Going to the movie theater is a bit like watching a train go by.
It’s approach is far off. Almost insignificant. It’s like a little speck off in the distance. A text message, “Want to see The Departed on Friday?” You don’t think too much of it at the time, though you know it’s coming.
But suddenly Friday night rolls around, and the parking lot is fucking packed. “I’m on the 6th floor of the garage, stuck between an oversized Tahoe and a big pole, I think next to the Crate & Barrel. Where you at?”
You, my friend, are standing in line of course! In concessions. You’ve spent the last 20 minutes of your extremely significant existence contemplating between a Coke Icee or Blue Raspberry Icee, only to realize in your temporal stupor, that the obvious choice is clearly a 50/50 combination of both. “That’ll be $39.42. Do you have a Regal card?”
But the magic of seeing a movie shouldn’t be lost in the 5-6 potentially problematic steps that it takes to get there. The magic of going to see a movie is when 500 fully-grown, and not-so-grown, human beings of all interests, denominations, beliefs, and creeds, can shut the fuck up for 120 minutes and find something bigger than themselves to relate to.
Going to the movie theater is a bit like going to church. You sit in silence. To absorb. To listen. And if the sermon is any good, you will be humbled. I realize now that I go to the movies because I want to be humbled.
And that’s one of the greatest lessons I’ve learned from this pandemic. There’s still nothing like going to see a movie in the theaters. Like going to a concert or a live show, it’s collective effect and hold on us on as a species, on a primal level, is unmatched.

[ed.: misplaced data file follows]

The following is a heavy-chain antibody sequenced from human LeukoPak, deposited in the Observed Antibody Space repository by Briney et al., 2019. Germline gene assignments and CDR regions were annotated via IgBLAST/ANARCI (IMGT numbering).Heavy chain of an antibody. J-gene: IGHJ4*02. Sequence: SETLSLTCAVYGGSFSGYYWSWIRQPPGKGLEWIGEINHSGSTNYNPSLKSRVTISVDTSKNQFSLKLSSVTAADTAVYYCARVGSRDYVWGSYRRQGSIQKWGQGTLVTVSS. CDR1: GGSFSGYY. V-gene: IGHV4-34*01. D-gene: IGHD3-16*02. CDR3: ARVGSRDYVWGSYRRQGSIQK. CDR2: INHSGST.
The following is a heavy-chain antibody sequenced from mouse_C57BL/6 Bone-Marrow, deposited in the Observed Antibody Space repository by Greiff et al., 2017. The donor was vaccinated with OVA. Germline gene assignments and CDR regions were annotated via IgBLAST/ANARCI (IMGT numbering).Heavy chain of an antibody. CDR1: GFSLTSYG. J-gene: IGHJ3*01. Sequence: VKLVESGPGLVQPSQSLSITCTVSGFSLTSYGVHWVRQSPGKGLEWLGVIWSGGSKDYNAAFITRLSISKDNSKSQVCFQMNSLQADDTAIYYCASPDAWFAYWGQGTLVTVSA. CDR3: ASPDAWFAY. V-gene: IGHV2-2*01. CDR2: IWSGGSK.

Because while there are still great movies and shows releasing to streaming platforms amidst the theater lockdown, none of them have ascended to the levels of great theatrical films PRE-COVID.
Imagine a film like Parasite debuting on Amazon Prime right now.
It would still breakthrough, surprise audiences, and be the great film that it is, but it would inevitably get a bit lost. Diluted by the mass of information, the mass of content out there. And it would only be partially as potent when you have the ability to pause at any given time to your convenience.
When you’re in a movie theater, the film moves you, not the other way around.
And so when the train finally arrives, and it is thundering along next to you, shaking the ground from 5 feet away, there’s really not much to do but to stand and stare, or to look away. To be humbled.
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